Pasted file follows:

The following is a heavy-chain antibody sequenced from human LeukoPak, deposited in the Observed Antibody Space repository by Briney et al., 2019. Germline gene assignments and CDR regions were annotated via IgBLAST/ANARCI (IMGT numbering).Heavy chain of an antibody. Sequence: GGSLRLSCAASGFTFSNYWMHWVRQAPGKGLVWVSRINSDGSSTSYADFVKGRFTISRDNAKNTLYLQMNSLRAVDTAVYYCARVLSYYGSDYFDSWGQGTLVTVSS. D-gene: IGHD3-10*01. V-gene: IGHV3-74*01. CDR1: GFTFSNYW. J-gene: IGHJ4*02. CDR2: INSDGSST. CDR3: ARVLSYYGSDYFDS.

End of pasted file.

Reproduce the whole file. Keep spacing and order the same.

The following is a heavy-chain antibody sequenced from human LeukoPak, deposited in the Observed Antibody Space repository by Briney et al., 2019. Germline gene assignments and CDR regions were annotated via IgBLAST/ANARCI (IMGT numbering).Heavy chain of an antibody. Sequence: GGSLRLSCAASGFTFSNYWMHWVRQAPGKGLVWVSRINSDGSSTSYADFVKGRFTISRDNAKNTLYLQMNSLRAVDTAVYYCARVLSYYGSDYFDSWGQGTLVTVSS. D-gene: IGHD3-10*01. V-gene: IGHV3-74*01. CDR1: GFTFSNYW. J-gene: IGHJ4*02. CDR2: INSDGSST. CDR3: ARVLSYYGSDYFDS.